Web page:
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Unbacked crypto-assets not suitable as money
Unbacked crypto-assets like Bitcoin are mainly used as speculative and risky investments, and their value is highly volatile. Bitcoin is therefore ill-suited as a means of payment, store of value or unit of account, and this means it is unsuitable as money. This is one of the messages found in the DNB Occasional Study entitled ‘Crypto-assets - evolution and policy response’.
In 2018, around 900,000 Dutch people had invested in crypto-assets. By June 2022, this number had increased to almost 2 million, according to a sample survey of Dutch people aged 18 and over (Cryptovaluta Monitor). Another survey reveals that almost half of crypto holders have invested less than €500 and 14% have invested €5,000 or more (IPSOS, 2021).
A significant part of the Dutch population is interested in crypto-assets, despite the market's downturn in 2022 (Figure 1). This is also apparent from the questions people ask our Information Desk. The most frequently asked question is whether crypto-assets are in fact money. This question is understandable, as the creators of crypto assets envisaged a role as an electronic form of cash, without the need for financial institutions.
Figure - Total value of crypto assets (in EUR)
Source: DNB calculations based on CoinGecko.
DNB does not consider unbacked cryptos to be money, as their prices are too volatile for them to properly fulfil the functions of means of payment, store of value and unit of account. The lack of underlying assets and the absence of a monetary authority stabilising their value create significant uncertainty about their value. The sheer number of cryptos and the lack of coordination also make them unsuitable as a unit of account. To be used as such, prices would have to be displayed in Bitcoin, Ether, Sol, ADA and XRP, which is confusing. Users of crypto assets seem to be of the same opinion. A mere 3% of Dutch crypto holders say they have used it to purchase something in 2022 (Cryptovaluta Monitor).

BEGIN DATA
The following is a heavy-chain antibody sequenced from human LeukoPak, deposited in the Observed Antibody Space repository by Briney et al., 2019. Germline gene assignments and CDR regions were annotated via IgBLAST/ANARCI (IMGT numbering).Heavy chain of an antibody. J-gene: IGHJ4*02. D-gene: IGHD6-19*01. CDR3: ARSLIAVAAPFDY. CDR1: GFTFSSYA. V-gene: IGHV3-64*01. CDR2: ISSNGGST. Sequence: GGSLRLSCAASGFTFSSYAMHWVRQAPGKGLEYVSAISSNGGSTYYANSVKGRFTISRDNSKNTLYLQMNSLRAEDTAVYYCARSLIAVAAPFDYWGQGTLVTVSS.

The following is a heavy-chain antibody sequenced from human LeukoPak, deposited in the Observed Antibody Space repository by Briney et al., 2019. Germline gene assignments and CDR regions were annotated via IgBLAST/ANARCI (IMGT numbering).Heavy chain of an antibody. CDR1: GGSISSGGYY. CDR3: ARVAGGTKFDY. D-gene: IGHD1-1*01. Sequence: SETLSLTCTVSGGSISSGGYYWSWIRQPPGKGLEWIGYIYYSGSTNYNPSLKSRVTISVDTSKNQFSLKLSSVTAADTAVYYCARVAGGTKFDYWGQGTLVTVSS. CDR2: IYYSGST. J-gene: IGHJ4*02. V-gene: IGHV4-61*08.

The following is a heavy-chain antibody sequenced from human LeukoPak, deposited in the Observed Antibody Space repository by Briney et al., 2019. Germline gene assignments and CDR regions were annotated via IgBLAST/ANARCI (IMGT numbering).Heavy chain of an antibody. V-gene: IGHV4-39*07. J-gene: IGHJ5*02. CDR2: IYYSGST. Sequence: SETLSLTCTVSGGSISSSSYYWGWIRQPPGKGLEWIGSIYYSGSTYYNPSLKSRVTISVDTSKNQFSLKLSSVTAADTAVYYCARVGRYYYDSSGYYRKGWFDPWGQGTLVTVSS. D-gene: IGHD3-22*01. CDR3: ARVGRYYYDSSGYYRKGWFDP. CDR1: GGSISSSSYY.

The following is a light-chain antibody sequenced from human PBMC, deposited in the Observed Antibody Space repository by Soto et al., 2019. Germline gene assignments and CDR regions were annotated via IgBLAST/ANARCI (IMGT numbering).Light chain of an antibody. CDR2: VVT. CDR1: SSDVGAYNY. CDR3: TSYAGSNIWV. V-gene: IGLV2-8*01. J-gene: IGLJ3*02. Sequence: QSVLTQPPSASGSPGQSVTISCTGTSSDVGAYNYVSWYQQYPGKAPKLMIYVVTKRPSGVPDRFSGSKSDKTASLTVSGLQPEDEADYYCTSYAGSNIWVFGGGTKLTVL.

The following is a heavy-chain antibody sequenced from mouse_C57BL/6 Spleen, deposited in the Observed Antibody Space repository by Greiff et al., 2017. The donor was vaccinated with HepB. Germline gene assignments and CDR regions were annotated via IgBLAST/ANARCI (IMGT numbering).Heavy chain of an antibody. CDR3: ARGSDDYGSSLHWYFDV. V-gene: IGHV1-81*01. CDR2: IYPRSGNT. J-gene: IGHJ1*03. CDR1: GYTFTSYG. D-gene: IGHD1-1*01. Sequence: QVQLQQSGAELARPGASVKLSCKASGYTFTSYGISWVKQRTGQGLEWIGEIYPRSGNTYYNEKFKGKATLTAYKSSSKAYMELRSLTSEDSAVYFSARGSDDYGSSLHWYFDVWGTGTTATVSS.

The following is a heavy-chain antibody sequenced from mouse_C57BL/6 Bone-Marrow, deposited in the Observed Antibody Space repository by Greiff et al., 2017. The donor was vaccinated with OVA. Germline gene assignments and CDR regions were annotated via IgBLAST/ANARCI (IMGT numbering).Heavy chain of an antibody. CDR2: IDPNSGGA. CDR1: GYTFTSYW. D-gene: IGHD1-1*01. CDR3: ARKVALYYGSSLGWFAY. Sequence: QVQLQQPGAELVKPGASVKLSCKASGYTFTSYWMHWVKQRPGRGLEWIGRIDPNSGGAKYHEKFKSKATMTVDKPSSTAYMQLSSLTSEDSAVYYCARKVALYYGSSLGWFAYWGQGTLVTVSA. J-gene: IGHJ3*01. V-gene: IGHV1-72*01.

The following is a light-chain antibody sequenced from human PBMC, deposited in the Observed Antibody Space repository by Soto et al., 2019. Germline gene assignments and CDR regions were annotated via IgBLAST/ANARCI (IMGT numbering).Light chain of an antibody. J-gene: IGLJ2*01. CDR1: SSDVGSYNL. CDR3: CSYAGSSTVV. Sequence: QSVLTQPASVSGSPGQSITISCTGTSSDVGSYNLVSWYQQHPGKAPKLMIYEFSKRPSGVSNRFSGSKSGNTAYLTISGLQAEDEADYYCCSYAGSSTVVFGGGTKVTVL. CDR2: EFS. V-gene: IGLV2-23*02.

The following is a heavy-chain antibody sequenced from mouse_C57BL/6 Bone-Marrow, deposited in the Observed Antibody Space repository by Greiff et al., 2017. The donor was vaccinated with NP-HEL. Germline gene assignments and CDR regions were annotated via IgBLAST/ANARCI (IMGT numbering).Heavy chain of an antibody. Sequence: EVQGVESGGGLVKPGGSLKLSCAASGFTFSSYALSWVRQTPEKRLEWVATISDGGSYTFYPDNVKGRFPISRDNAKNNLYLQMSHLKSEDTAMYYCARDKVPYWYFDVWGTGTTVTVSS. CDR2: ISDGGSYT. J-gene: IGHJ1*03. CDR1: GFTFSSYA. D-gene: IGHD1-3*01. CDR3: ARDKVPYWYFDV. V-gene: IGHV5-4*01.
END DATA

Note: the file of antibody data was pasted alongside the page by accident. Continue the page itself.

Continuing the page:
Consumers in the Netherlands are moreover already accustomed to making their payments electronically by more traditional means. The Dutch payment system is secure, reliable and efficient. Instant payments within the Netherlands are completed within a few seconds. So not even speed is a reason for using crypto payments in the Netherlands.
The question is then: what explains the popularity of cryptos in the Netherlands and other developed economies? Recent international studies suggest that the volatility referred to above and the lack of underlying assets make cryptos suitable for speculation or gambling. In line with this, a majority of Dutch crypto holders (63%) take the view that investing in cryptos is the same as gambling (Cryptovaluta Monitor). The prospect of making easy money with cryptos, which is widely advertised on social media, triggers psychological factors such as fear of missing out. Large price swings make it difficult to disengage. The Dutch Ministry of Finance has launched a campaign to make young people aware of the risks involved.
The importance of strong institutions and a robust payment infrastructure
Statistics show that cryptos are more commonly used for payments in emerging economies than in developed economies. This discrepancy can be explained by differences in institutions and infrastructure. For example, cryptos are more commonly used where a country’s financial sector is less developed, capital controls are more stringent, the cost of payments between countries is higher and monetary institutions are weaker.
An extreme example is El Salvador, which has introduced Bitcoin as legal tender. But even in El Salvador, Bitcoin is not gaining a foothold among the local population. People are generally too poor to cope with currency fluctuations or do not have access to a mobile phone. The IMF (2022) therefore advises against the use of Bitcoin as legal tender, citing, among other things, the risks of high volatility to consumer protection and financial stability, and the risks to financial integrity.
Stablecoins can be useful for specific applications if properly regulated
The drawbacks of unbacked crypto-assets as a means of payment have not gone unnoticed even within the crypto world. Cryptos referred to as stablecoins were therefore developed for payments between different crypto currencies, and for exchanging cryptos for fiat money, such as euros and dollars. The idea is that stability is created by a financial institution linking the value of a stablecoin to underlying assets. In practice, however, the risks remain high because there is a conflict of interests between the issuer and the holder of stablecoins. This is because the issuer can increase returns by investing in riskier assets or holding insufficient backing. This harms the interest of the holder, who relies on the assumption that backing is sufficient, or else there would be a risk of a run on the underlying assets.
This is why the Markets in Crypto-Assets Regulation (MiCAR, see also DNBulletin, 2022) sets specific and additional rules for issuers of stablecoins, notably regarding the assets that serve to back the stablecoins issued. This set of rules, which is expected to come into force in 2024, could help build confidence in the market to capitalise on the specific use cases of stablecoins. It represents the first steps in terms of adequate regulation, as the crypto market is still evolving. In addition, laws, regulations and supervision will never mitigate all risks, if only because of the international nature of cryptos.